The IWLR trams have hybrid wheels NOT railway wheels. They are perfectly capable of using 'standard' tramway street pointwork. They are now running through 'standard' tramway points every time they cross George Street.

I see I'm going to have to get a decent picture of one of these wheels and post it.

The wheel shape is the German 'Tram-Train' profile that allows street running AND railway running shared with heavy rail trains. It was never necessary for the SLR. I believe the whole hybrid thing came from a never enacted plan to continue to service the flour mills by heavy rail. The last mill closed way before the civil construction on the SLR started, but the tram-train bit was never removed from the specification so the possibility of heavy rail trains to run onto the SLR tracks remains, despite the track now being completely disconnected from the heavy rail network.
Ironically as part of noise mitigation work after complaints from the new housing at Wentworth park when the system first started operations, gap fillers were put in the point crossing frogs to stop the wheels from banging through the crossing. This would have prevented a railway profile wheel from using the points anyway unless they were removed before the train came through - but they kept the railway compatible raised check-rails.

By the time the Dulwich Hill extension came along, it was pretty clear that shared running was NEVER going to happen, but kept to the same standard and put in heavy rail equipment.
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Re: Light rail gets the green light: stage 1 UNSW to CBD

Post by STMPainter2018 »

Well the quicker the point work and platforms are modified to CSELR tram standards, the better. Then we can have a consistent and compatible Light Rail network across the board.
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Re: Light rail gets the green light: stage 1 UNSW to CBD

Post by matthewg »

Just to clarify what the wheel thing is, I attach two photos of a Variotram wheel. This wheel is badly worn but does demonstrate the profile reasonably accurately. (Motor bogie, ex 2106, never repaired after the derailment, now part of the spares pool for 2107)
The wheels on the IWLR CAF cars look much the same.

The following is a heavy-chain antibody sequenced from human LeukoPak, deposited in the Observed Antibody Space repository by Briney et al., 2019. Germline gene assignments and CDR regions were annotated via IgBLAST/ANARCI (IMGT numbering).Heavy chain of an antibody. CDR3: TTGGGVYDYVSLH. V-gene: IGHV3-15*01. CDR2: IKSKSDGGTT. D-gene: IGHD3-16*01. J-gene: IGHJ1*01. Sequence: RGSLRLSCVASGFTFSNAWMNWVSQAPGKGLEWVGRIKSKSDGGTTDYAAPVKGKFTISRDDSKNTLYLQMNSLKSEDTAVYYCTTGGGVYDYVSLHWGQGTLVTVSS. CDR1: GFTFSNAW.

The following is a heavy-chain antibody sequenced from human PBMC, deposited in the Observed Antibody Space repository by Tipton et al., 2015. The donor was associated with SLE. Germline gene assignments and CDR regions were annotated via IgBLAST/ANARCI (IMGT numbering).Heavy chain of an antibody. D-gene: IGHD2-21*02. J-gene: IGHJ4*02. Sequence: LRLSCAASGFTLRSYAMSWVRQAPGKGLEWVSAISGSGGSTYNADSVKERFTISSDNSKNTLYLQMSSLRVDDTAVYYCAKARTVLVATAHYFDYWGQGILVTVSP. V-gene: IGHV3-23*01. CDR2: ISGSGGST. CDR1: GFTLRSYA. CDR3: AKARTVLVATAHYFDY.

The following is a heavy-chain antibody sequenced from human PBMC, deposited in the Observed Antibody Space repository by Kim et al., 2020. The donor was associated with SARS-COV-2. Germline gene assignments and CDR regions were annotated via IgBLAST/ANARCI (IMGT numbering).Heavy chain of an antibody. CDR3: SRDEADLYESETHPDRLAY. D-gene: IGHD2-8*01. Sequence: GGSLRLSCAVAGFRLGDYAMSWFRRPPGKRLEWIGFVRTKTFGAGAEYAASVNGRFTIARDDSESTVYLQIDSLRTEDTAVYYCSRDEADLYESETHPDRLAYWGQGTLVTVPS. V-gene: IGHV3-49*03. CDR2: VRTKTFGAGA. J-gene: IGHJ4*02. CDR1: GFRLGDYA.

The two major things from a 'plain' tram wheel - a tram wheel generally has less 'coning' and would be flatter on the running face. Tram-train wheels have a steeper angle to promote stability at speed with less flange strike when running on the railway. (which often have canted rails, whereas tram rails are laid flat to the road surface.)

The flange itself is a bit deeper/taller than a typical tram flange, but the thickness is typical. (but not for 'traditional Sydney' which ran rather thin flanges)

The real 'magic' happens on the wheel back. Notice the step. This step is for the railway point check-rails. It is high enough that on-street tracks it plays no part at all. (unless you happen to be running traditional Sydney tramway points which had raised check-rails instead of being totally flat as per normal tramway practice!). A normal tram wheel would run straight up from the flange back without the noticeable thickening and step.

This wheel would have no problems running around Melbourne unmodified.

Whereas a tram without this 'step', running on a 'heavy railway' would have to negotiate every set of points with extreme care lest a wheel jumps up and out of a points frog. Back in the days of yore when transferring Sydney tram cars from Kogarah or Strathfield (or even North Sydney) over the railway, the transfer crew carried special plates they would drop over each point frog they came to, to ensure the thin tramway flanges would go the right way and not derail.
The department though this so time-consuming and annoying they eventually built 'The Lizard' a road transporter trailer for tramcars, that in its day was the highest technology in road transport of the time.

One solution I saw used in France where a section of the tramway was shared with a heavy rail ndustrial siding is moveable frog points - so there can be no confusion at the crossing which way the flange should go for either profile.

MG Variotram tram-train  hybrid wheel 1.jpg
MG Variotram tram-train  hybrid wheel 2.jpg
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Re: Light rail gets the green light: stage 1 UNSW to CBD

Post by Swift »

After learning all this science on different wheel flange styles for rails and their cross overs, I now know there's two chances of seeing a wheat consist on Anzac Pde or Alison Rd -non and Buckley's!!
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Re: Light rail gets the green light: stage 1 UNSW to CBD

Post by boronia »

Which reminds me of a business in Melbourne I used to deal with - Buckley's and Nunn.
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Re: Light rail gets the green light: stage 1 UNSW to CBD

Post by tonyp »

https://www.watoday.com.au/national/nsw ... e=rss_feed

It seems a bit late in the day to reconsider the design of the Anzac/Alison intersection. Hasn't construction already started?
Sydney CBD bypass plans to be scaled back to allay residents' concerns
Matt O'Sullivan
By Matt O'Sullivan
July 7, 2019 — 10.02pm

Plans for a major upgrade to a congested road corridor in Sydney's inner south will be scaled back after concerns from residents and City of Sydney about the size of the project.

Tentative plans unveiled more than two years ago for a 3.2-kilometre road corridor from Alexandria to Moore Park included extra lanes, bigger intersections, 24-hour clearways at the cost of car parking, trees, and properties – potentially including a large pub. They were designed to help cope with vehicles funnelled from an interchange at St Peters for the WestConnex toll road.

But the state's transport agency has since undertaken more detailed plans on incorporating the road upgrade into a broader transport strategy for the fast-growing suburbs in the inner south.